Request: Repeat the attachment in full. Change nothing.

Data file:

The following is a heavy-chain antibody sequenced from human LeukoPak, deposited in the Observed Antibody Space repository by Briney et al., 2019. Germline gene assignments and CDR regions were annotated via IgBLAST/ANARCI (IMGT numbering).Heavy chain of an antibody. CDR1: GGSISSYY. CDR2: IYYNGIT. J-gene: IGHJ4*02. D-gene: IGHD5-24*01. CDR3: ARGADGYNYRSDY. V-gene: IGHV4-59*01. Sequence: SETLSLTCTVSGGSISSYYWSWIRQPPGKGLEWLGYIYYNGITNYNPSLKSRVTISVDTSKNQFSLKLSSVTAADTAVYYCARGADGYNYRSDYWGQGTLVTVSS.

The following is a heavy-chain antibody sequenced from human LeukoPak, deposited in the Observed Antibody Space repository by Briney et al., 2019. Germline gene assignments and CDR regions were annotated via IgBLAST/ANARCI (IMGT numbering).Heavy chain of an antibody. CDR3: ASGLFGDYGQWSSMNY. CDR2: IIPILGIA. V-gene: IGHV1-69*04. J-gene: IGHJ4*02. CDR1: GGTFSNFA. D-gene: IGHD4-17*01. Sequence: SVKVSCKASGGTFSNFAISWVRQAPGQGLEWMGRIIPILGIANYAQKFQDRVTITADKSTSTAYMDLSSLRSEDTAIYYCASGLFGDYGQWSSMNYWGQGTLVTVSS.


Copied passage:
The following is a heavy-chain antibody sequenced from human LeukoPak, deposited in the Observed Antibody Space repository by Briney et al., 2019. Germline gene assignments and CDR regions were annotated via IgBLAST/ANARCI (IMGT numbering).Heavy chain of an antibody. CDR1: GGSISSYY. CDR2: IYYNGIT. J-gene: IGHJ4*02. D-gene: IGHD5-24*01. CDR3: ARGADGYNYRSDY. V-gene: IGHV4-59*01. Sequence: SETLSLTCTVSGGSISSYYWSWIRQPPGKGLEWLGYIYYNGITNYNPSLKSRVTISVDTSKNQFSLKLSSVTAADTAVYYCARGADGYNYRSDYWGQGTLVTVSS.

The following is a heavy-chain antibody sequenced from human LeukoPak, deposited in the Observed Antibody Space repository by Briney et al., 2019. Germline gene assignments and CDR regions were annotated via IgBLAST/ANARCI (IMGT numbering).Heavy chain of an antibody. CDR3: ASGLFGDYGQWSSMNY. CDR2: IIPILGIA. V-gene: IGHV1-69*04. J-gene: IGHJ4*02. CDR1: GGTFSNFA. D-gene: IGHD4-17*01. Sequence: SVKVSCKASGGTFSNFAISWVRQAPGQGLEWMGRIIPILGIANYAQKFQDRVTITADKSTSTAYMDLSSLRSEDTAIYYCASGLFGDYGQWSSMNYWGQGTLVTVSS.